“How I remembered gin was from when I was younger, I was at a house party and I took a bottle of gin. It was Bombay Sapphire, one of the generic ones and I remember tasting it and thinking someone had sprayed perfume down the back of my throat,” Allan laughed.

“As I got older and went to university, the gin boom had actually started and the first one that really got me excited about gin again was Rock Rose. I thought: ‘Wow, that’s so different’, then Brockman’s which is kind of like ours but a bit sweeter.

The blueberry and basil goes well with cheese and biscuits.

“I quickly realised it wasn’t gin as such that I hadn’t liked – it was the gin that I’d had that I didn’t enjoy.

“I wanted to be something a little bit different with our original and that was what we did.

“The ethos was not to be stuck up on how to serve it. We do have our preferred serves, but we basically just tell people to have fun, in a responsible way of course, with gin, enjoy it and express themselves with different drinks.”

What’s in the name?

When he was considering names for the brand, Allan came up with Pilgrim’s which pays homage to St Andrews and its unique history.

“St Andrews has always been a place of pilgrimage and people always come back,” he said.

The “Bramble” made with Pilgrim’s Gin, lemon juice, sugar syrup, fresh raspberries and raspberry and ginger Pilgrim’s Gin liqueur.

“Our family home is Balmungo House in St Andrews and on the grounds we actually have a well. The idea was to use the water from the well to make the gin, although sadly we are still going through the cleaning process.

“We had this romantic notion that the pilgrims would have come and used that well for hundreds of years with the house having been built in the 1600s. In honour of that we called it Pilgrim’s Gin so there is a nice link to St Andrews which is such an iconic place.”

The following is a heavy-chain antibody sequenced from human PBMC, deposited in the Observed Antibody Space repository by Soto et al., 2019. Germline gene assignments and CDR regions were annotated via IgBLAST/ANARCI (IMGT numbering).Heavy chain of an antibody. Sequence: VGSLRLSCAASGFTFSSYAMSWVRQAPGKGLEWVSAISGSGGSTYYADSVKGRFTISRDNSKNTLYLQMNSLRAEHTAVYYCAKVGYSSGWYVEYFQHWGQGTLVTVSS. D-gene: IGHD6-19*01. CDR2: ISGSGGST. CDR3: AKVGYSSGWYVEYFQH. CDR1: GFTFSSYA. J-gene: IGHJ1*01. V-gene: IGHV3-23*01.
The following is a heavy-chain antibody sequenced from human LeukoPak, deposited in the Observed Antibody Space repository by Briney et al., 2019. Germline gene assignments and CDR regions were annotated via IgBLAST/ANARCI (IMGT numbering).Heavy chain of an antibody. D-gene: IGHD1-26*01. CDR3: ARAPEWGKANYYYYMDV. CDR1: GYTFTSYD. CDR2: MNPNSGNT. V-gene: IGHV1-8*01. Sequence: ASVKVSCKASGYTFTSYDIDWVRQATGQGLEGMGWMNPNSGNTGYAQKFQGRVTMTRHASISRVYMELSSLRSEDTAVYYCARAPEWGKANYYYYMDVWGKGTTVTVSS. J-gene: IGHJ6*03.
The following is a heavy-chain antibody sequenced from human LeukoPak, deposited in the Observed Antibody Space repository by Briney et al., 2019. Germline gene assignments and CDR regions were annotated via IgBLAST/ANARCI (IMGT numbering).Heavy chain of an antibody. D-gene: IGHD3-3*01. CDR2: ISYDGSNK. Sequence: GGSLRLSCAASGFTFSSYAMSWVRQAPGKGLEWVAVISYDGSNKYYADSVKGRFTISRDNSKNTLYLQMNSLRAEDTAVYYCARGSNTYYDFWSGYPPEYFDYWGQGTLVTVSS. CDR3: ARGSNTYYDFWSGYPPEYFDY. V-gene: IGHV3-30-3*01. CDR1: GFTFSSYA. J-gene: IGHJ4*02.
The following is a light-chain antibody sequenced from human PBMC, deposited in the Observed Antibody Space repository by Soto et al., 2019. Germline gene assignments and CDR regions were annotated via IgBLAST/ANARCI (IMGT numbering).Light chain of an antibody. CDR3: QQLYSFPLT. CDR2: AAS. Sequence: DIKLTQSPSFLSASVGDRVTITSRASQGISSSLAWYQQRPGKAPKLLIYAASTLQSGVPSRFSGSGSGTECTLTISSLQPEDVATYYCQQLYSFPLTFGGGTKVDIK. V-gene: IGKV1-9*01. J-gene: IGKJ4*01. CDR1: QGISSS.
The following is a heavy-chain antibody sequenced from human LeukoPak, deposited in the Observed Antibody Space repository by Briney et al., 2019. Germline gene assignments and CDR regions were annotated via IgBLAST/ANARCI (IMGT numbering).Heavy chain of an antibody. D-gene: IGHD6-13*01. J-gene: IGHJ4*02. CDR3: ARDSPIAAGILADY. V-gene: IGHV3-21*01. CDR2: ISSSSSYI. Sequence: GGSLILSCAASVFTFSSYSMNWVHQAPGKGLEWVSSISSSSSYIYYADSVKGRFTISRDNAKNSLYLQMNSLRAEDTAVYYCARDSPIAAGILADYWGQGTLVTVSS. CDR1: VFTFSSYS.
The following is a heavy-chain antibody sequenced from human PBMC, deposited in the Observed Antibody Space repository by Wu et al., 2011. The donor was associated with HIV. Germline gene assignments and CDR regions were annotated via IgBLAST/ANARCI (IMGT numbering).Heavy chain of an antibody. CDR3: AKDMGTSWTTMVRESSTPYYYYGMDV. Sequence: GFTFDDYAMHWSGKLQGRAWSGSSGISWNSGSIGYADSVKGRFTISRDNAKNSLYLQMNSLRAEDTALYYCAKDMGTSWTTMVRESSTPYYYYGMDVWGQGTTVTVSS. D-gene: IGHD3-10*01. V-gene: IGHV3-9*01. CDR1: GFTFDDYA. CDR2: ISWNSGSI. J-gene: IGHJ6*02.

Pilgrim’s Gin liqueur range

With his first release on the market, Allan turned his attention to creating something he had dreamed of doing – a range of gin liqueurs, taking inspiration from a well-known brand.

“We had the original gin, but I had always had a secret love for the Edinburgh Gin liqueur range. I really love it, it was my tipple and I really wanted to emulate them so we brought out a range of gin liqueurs,” he revealed.

The “Martyr’s Martini” comprises Pilgrim’s original gin, Pilgrim’s blueberry and basil gin liqueur and pineapple juice.

“Edinburgh was my benchmark. We made some and they weren’t good enough, but I kept going and kept going and in the November we finally cracked it and I brought out three gin liqueurs – strawberry and black pepper, raspberry and ginger, and blueberry and basil – all using 100% pressed fruits.